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Framed!

February 27, 2012

I’m becoming one of the regular customers (or maybe one of the best customers? If you knew how much I’ve already spent, you’d definitely say that…) in a local framing shop. When I came there for the first time it took me more than an hour to choose the perfect mount and frame – so many colours and shapes, my head was spinning. Don’t get me wrong, the shop assistants were very helpful, but everyone has an opinion and it was up to me to decide what looked best.

They’d just ask – “how do you envisage this as an end result?”, I’d say “probably has to have a light (in other cases dark) passe-partout and a matching frame” and then the choosing would begin… Trust me it’s not easy and even a bit scary, as “good presentation enhances the art; bad presentation can kill it!”

One of my photo prints - Sage

I have put together some advice based on what I managed to find online, so if you ever decide to frame anything, this might save you some of your precious time. Before you’re going to a framing shop, do read this:

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Don’t frame the art to match a room in your house. Choose picture frames and mats that will enhance the work of art itself, so that if you move, redecorate, or decide hang the piece in another location, it will always look appropriate.

Avoid framing that overwhelms the artwork.

The whole array of art works on paper–drawings, watercolors, gouaches, pastels, etchings, engravings, woodblocks, lithographs, silkscreens and photographs – are almost always put behind a glazed surface for preservation. However, the work should NEVER be placed directly against the glazed surface. (By the way, works of art behind a glass or acrylic surface should be opened every few years to clean dust and allow the materials to air.)

The mat provides a rigid support for the work of art, to prevent bending and folding and other damages that might occur to paper when being handled and touched. It separates the work of art from the glazed surface, creating a “breathing space.” In addition, mats are used for their aesthetic properties, often strengthening features already present in the piece of art.

Depending on the work, you may want to have it matted to the edges of the paper, or have the image “floated.” Floating a work of art means exposing the whole sheet with its edges. This technique is not as secure, but is often chosen for aesthetic reasons, particularly if the paper has rough or unique edges that are part of the work of art itself.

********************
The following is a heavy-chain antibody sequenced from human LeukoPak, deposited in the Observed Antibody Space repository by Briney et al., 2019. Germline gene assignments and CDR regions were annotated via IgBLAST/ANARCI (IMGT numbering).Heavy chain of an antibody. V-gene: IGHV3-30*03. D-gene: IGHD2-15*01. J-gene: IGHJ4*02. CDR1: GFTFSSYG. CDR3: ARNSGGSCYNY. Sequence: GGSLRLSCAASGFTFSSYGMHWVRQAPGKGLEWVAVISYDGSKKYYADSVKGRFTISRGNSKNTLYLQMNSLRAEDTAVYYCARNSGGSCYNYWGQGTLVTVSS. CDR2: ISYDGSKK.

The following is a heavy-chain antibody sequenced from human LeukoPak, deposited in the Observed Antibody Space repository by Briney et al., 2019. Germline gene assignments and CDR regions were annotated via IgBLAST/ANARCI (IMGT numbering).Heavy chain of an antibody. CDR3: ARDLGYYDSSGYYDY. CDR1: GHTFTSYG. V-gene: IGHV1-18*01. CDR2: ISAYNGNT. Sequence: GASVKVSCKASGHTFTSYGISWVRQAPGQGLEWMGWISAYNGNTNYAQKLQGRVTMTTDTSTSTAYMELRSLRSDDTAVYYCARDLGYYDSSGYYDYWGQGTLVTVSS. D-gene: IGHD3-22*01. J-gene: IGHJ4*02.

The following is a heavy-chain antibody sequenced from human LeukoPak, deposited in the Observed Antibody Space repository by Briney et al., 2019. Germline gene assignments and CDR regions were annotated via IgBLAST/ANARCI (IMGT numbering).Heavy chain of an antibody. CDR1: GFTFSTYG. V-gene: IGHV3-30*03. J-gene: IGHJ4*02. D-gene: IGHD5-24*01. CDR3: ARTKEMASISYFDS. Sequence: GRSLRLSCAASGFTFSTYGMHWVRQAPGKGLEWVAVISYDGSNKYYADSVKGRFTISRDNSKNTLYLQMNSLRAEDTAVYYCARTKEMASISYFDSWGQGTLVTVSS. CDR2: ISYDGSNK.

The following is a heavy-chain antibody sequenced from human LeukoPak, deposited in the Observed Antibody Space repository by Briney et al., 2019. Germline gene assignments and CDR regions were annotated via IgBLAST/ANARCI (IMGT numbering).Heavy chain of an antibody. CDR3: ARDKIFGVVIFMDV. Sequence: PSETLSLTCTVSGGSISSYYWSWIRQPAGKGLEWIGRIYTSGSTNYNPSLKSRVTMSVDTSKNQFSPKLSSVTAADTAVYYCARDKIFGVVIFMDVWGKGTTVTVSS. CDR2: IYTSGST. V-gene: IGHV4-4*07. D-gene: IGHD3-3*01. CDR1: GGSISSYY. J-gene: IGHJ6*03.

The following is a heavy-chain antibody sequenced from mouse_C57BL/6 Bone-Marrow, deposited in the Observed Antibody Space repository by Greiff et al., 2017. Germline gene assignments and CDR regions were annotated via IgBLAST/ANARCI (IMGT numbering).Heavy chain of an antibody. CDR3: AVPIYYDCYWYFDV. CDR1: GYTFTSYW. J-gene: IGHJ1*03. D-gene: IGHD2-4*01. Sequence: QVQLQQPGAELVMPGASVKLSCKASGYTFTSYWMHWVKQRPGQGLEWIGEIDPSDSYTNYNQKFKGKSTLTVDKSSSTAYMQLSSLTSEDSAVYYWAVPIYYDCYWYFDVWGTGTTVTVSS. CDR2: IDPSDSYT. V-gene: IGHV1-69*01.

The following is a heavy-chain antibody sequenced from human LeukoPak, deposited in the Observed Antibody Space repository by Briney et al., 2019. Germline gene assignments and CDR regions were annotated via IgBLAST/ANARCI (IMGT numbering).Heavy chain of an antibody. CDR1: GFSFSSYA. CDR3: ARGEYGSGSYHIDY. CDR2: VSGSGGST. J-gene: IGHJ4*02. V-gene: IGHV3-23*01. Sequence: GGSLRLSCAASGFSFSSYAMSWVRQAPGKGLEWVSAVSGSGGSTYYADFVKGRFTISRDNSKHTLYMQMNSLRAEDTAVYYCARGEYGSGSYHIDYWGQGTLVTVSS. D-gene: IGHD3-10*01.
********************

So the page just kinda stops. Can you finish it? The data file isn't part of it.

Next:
Either way you decide to mat your piece, the bottom margin is generally slightly wider than the top to give the entire image a visual weight. The sides should equal the dimensions of the top margin. Standard margin sizes are 3″ to 4″ inches on the bottom and 3″ at the top and sides; these dimensions, however, will increase or decrease proportionally according to the size of the work of art.

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Another one of my photo prints - Wie ein Märchen

Strong vs Pale Colour Mounts

– Strong colour mounts are not commonly used by themselves as they tend to over shadow the art, drawing attention away from the image being framed. However, when used with black line drawings or etchings on a white background they can focus the attention onto your artwork. The strong contrast against the white background illuminates the artwork and intensifies the black lines.

– White mounts exaggerate highly colourful images.

– If in doubt choose simple classic mount colours.

– Some images benefit from a strong colour edge but can be swamped if the whole width of the mount is a strong colour. A double mount can be very effective in this situation.

That’s more or less it, but you can always look for more specific information on what you’re going to frame. For e.g. here you can find information on how to frame watercolour paintings and this link is on framing photographs.

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Information found on The Picture Factory and BIDDINGTON’S Art Gallery & Shopping.

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One Comment leave one →
  1. February 27, 2012 4:27 pm

    Really useful tips, thank you 🙂

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